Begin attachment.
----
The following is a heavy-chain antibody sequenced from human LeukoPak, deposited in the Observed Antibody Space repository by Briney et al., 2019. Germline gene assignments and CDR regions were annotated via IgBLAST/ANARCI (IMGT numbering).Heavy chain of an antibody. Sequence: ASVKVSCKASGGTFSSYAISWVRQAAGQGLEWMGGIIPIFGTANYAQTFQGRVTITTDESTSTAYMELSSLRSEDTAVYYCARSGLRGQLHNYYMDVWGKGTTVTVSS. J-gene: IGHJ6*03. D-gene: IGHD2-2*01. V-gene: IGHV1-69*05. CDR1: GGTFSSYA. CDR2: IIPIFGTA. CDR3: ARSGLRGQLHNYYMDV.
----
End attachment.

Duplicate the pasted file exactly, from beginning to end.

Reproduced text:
The following is a heavy-chain antibody sequenced from human LeukoPak, deposited in the Observed Antibody Space repository by Briney et al., 2019. Germline gene assignments and CDR regions were annotated via IgBLAST/ANARCI (IMGT numbering).Heavy chain of an antibody. Sequence: ASVKVSCKASGGTFSSYAISWVRQAAGQGLEWMGGIIPIFGTANYAQTFQGRVTITTDESTSTAYMELSSLRSEDTAVYYCARSGLRGQLHNYYMDVWGKGTTVTVSS. J-gene: IGHJ6*03. D-gene: IGHD2-2*01. V-gene: IGHV1-69*05. CDR1: GGTFSSYA. CDR2: IIPIFGTA. CDR3: ARSGLRGQLHNYYMDV.